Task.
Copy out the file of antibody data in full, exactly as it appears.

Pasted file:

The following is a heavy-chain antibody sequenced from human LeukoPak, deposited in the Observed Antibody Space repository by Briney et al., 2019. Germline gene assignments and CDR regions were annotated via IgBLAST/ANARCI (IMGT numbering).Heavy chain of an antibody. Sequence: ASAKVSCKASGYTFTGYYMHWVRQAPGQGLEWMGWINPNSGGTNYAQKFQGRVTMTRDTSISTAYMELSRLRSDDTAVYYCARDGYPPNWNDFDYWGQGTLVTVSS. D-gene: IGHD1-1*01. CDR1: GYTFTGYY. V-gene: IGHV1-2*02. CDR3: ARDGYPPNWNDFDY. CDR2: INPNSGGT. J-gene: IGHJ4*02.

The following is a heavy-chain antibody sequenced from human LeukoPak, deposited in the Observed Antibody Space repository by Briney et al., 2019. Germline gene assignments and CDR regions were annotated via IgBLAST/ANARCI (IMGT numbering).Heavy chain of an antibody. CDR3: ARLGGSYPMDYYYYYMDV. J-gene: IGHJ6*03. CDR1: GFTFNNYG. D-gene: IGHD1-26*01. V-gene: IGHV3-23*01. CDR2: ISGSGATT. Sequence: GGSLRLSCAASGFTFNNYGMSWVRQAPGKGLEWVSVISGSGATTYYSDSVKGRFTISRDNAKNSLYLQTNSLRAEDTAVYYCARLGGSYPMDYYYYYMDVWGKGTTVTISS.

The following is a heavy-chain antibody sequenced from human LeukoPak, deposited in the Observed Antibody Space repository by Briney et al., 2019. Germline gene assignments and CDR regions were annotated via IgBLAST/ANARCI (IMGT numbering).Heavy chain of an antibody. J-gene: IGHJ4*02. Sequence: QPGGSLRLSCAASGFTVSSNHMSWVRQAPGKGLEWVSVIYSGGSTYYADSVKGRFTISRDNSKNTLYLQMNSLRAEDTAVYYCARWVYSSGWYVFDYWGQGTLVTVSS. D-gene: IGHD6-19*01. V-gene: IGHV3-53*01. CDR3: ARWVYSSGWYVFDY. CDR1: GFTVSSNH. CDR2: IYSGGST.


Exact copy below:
The following is a heavy-chain antibody sequenced from human LeukoPak, deposited in the Observed Antibody Space repository by Briney et al., 2019. Germline gene assignments and CDR regions were annotated via IgBLAST/ANARCI (IMGT numbering).Heavy chain of an antibody. Sequence: ASAKVSCKASGYTFTGYYMHWVRQAPGQGLEWMGWINPNSGGTNYAQKFQGRVTMTRDTSISTAYMELSRLRSDDTAVYYCARDGYPPNWNDFDYWGQGTLVTVSS. D-gene: IGHD1-1*01. CDR1: GYTFTGYY. V-gene: IGHV1-2*02. CDR3: ARDGYPPNWNDFDY. CDR2: INPNSGGT. J-gene: IGHJ4*02.

The following is a heavy-chain antibody sequenced from human LeukoPak, deposited in the Observed Antibody Space repository by Briney et al., 2019. Germline gene assignments and CDR regions were annotated via IgBLAST/ANARCI (IMGT numbering).Heavy chain of an antibody. CDR3: ARLGGSYPMDYYYYYMDV. J-gene: IGHJ6*03. CDR1: GFTFNNYG. D-gene: IGHD1-26*01. V-gene: IGHV3-23*01. CDR2: ISGSGATT. Sequence: GGSLRLSCAASGFTFNNYGMSWVRQAPGKGLEWVSVISGSGATTYYSDSVKGRFTISRDNAKNSLYLQTNSLRAEDTAVYYCARLGGSYPMDYYYYYMDVWGKGTTVTISS.

The following is a heavy-chain antibody sequenced from human LeukoPak, deposited in the Observed Antibody Space repository by Briney et al., 2019. Germline gene assignments and CDR regions were annotated via IgBLAST/ANARCI (IMGT numbering).Heavy chain of an antibody. J-gene: IGHJ4*02. Sequence: QPGGSLRLSCAASGFTVSSNHMSWVRQAPGKGLEWVSVIYSGGSTYYADSVKGRFTISRDNSKNTLYLQMNSLRAEDTAVYYCARWVYSSGWYVFDYWGQGTLVTVSS. D-gene: IGHD6-19*01. V-gene: IGHV3-53*01. CDR3: ARWVYSSGWYVFDY. CDR1: GFTVSSNH. CDR2: IYSGGST.